How do Bacteria Affect our Food?


Before we can understand how bacteria affect your food, we need to define the term: what are bacteria?

How do we define them?

They are single-celled microorganisms which can exist either as independent (free-living) organisms or as parasites (dependent upon another organism for life). They are about 0.5 to 2 micrometers in size. A grain of sand is 2 millimeters is size. This means you could fit 1000 bacterial cells into a single grain of sand. This means we can only see bacterial cells through the microscope.

Other than through the microscope, they form what we call “colonies” which have millions of cells which allow us to easily see them in a medium that is grown in the lab known as agar plates. This is the simplest method used, in order to identify and see them. We use this method to count how many of them are present in for example a swab of a cutting board. Greater than 300 colonies is considered dirty and contaminated.

These were one of the very first organisms to exist on our planet, so they are very, very old and have co-existed with humans since the beginning. There are millions of different types of bacteria, some good for you and some very dangerous to your health.

Where can you find them?

They live in water, soil, in plants and in animals. They are so prominent on earth that they also live in some of the most extreme environments, such as the deep ocean, hot springs and there is even evidence that bacteria lived on mars.

As an example, bacteria on a human associated level grows in your gut, on your skin and in your hair (eye-lashes included). So much so, that recent research has shown that the makeup of the different kinds of bacteria in your gut and skin is MORE unique than a fingerprint.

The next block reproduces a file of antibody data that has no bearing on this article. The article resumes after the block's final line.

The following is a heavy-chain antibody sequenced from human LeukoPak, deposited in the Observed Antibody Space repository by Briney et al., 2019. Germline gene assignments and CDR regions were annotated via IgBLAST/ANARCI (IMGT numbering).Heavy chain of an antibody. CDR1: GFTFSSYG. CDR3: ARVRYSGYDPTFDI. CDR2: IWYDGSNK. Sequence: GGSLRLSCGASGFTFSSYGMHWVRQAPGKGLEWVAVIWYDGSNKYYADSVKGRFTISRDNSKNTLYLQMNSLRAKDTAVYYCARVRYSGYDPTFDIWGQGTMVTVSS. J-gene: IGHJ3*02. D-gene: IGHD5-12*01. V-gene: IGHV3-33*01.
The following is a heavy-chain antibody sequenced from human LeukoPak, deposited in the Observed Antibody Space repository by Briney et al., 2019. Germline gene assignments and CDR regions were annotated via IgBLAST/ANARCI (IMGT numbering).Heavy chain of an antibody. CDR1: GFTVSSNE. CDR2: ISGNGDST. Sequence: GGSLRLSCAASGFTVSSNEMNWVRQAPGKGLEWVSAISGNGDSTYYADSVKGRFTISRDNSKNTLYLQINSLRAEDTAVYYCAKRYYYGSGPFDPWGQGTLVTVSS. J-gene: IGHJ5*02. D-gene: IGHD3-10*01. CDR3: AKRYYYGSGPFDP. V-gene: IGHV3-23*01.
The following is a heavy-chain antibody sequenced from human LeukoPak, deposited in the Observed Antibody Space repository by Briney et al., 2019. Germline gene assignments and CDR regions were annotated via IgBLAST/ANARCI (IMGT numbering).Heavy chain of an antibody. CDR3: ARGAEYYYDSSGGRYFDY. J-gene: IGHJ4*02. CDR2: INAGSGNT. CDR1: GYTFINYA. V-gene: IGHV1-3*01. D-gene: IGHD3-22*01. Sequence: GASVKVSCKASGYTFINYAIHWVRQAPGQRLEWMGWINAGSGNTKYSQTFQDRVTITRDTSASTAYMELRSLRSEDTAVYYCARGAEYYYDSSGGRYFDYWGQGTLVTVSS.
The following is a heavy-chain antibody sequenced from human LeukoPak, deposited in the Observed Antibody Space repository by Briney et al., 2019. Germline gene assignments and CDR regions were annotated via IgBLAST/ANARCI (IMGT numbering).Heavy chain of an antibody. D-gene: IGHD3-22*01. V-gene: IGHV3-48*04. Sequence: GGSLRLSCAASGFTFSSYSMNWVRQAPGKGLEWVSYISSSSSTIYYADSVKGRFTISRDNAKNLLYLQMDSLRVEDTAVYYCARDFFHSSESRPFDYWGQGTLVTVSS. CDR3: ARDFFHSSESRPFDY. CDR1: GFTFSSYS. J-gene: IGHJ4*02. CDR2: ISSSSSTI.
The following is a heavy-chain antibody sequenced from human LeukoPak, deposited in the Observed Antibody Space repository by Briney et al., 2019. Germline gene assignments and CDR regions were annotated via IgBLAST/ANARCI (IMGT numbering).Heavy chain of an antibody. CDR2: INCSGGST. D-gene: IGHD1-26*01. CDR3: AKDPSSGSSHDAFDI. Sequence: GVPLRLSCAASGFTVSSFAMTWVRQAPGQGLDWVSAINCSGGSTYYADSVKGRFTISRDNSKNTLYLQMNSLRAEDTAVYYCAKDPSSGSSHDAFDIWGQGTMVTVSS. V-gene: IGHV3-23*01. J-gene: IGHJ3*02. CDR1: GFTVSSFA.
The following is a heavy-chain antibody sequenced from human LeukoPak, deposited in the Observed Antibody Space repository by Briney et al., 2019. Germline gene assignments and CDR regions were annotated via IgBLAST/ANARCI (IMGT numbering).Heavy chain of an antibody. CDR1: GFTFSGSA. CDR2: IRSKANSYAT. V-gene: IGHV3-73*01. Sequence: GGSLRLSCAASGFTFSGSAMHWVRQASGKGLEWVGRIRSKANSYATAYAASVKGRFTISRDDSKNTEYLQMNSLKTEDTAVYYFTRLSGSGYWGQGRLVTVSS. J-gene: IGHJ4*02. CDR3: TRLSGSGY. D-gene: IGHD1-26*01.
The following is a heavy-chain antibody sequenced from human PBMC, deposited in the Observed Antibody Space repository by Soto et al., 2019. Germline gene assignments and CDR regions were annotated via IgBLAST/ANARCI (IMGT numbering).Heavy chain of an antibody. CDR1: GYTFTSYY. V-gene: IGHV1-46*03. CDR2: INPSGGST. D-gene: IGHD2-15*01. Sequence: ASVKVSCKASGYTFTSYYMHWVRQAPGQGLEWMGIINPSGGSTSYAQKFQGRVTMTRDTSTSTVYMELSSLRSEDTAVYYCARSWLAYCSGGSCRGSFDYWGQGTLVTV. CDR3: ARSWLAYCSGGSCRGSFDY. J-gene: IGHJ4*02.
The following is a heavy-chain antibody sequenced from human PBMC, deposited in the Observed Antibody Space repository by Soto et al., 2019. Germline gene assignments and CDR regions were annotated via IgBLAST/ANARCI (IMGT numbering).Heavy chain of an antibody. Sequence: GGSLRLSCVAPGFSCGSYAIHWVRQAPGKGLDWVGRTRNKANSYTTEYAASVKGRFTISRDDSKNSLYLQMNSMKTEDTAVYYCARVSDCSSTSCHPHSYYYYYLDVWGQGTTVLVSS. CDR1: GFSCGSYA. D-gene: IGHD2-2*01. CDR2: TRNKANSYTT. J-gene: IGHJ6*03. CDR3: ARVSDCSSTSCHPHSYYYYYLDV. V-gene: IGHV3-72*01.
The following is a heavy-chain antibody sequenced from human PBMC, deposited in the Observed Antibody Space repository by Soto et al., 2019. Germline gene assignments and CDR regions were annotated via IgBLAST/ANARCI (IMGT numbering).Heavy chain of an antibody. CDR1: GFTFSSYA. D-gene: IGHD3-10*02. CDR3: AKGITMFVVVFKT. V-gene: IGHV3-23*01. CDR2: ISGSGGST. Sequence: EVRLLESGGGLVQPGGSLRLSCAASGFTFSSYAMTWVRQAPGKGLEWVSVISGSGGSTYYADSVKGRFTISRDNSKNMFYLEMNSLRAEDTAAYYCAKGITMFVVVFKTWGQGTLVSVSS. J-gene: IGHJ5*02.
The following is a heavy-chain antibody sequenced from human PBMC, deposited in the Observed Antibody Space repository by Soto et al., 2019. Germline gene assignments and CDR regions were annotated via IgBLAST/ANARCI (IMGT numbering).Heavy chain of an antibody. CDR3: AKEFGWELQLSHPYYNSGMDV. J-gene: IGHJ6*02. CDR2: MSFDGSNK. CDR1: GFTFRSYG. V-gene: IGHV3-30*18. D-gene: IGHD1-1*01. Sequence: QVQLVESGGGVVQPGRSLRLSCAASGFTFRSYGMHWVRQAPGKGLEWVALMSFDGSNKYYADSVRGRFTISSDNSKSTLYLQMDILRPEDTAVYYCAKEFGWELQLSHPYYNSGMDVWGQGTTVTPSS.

They also grow and survive in the food that we eat, raw meat and vegetables by design must be cooked so that we as humans can consume these foods without getting sick from the bacteria that thrive in these environments.

There are two main distinctions for bacteria which we define as gram-positive and gram-negative bacteria.

We use this distinction to group the various types of bacteria by how the look and behave. All commonly occurring bacteria fall under these two categories. Suffice to say we identify bacteria in the lab with a simple test that we use as a broad category to determine which bacteria we are looking at. This test is known as a Gram stain. This means that there are two main types of bacteria that look and behave differently from each other. With this method we are able to see bacteria under the microscope.

This test also helps us see the shape of the bacteria. There are three shapes, bacilli (rod-shaped), cocci (circular), and spirilla (corkscrew shaped).

What Do they Need to Survive?

  • There are 6 elements in the environment that allow bacteria to grow and survive:
  • Temperature
  • Moisture Content
  • pH
  • Nutrient Content
  • Oxygen
  • Time
  • Temperature